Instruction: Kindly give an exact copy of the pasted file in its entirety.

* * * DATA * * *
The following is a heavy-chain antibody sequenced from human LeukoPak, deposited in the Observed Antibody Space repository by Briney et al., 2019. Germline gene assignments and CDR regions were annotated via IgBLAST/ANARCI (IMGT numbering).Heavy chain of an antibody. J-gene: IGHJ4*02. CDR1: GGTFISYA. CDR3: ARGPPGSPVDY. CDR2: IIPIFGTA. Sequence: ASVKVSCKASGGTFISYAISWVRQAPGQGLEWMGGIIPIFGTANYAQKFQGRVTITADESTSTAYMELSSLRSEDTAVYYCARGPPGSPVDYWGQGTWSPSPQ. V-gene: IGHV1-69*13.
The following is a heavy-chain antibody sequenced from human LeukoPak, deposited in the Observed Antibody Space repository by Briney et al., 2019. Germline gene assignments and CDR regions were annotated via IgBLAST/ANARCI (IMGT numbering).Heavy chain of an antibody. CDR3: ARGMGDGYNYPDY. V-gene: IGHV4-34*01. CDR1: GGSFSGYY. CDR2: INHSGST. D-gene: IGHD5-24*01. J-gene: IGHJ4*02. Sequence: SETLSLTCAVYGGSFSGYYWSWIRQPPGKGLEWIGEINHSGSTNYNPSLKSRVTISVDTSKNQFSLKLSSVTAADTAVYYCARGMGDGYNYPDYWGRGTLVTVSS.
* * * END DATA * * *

The following is a heavy-chain antibody sequenced from human LeukoPak, deposited in the Observed Antibody Space repository by Briney et al., 2019. Germline gene assignments and CDR regions were annotated via IgBLAST/ANARCI (IMGT numbering).Heavy chain of an antibody. J-gene: IGHJ4*02. CDR1: GGTFISYA. CDR3: ARGPPGSPVDY. CDR2: IIPIFGTA. Sequence: ASVKVSCKASGGTFISYAISWVRQAPGQGLEWMGGIIPIFGTANYAQKFQGRVTITADESTSTAYMELSSLRSEDTAVYYCARGPPGSPVDYWGQGTWSPSPQ. V-gene: IGHV1-69*13.
The following is a heavy-chain antibody sequenced from human LeukoPak, deposited in the Observed Antibody Space repository by Briney et al., 2019. Germline gene assignments and CDR regions were annotated via IgBLAST/ANARCI (IMGT numbering).Heavy chain of an antibody. CDR3: ARGMGDGYNYPDY. V-gene: IGHV4-34*01. CDR1: GGSFSGYY. CDR2: INHSGST. D-gene: IGHD5-24*01. J-gene: IGHJ4*02. Sequence: SETLSLTCAVYGGSFSGYYWSWIRQPPGKGLEWIGEINHSGSTNYNPSLKSRVTISVDTSKNQFSLKLSSVTAADTAVYYCARGMGDGYNYPDYWGRGTLVTVSS.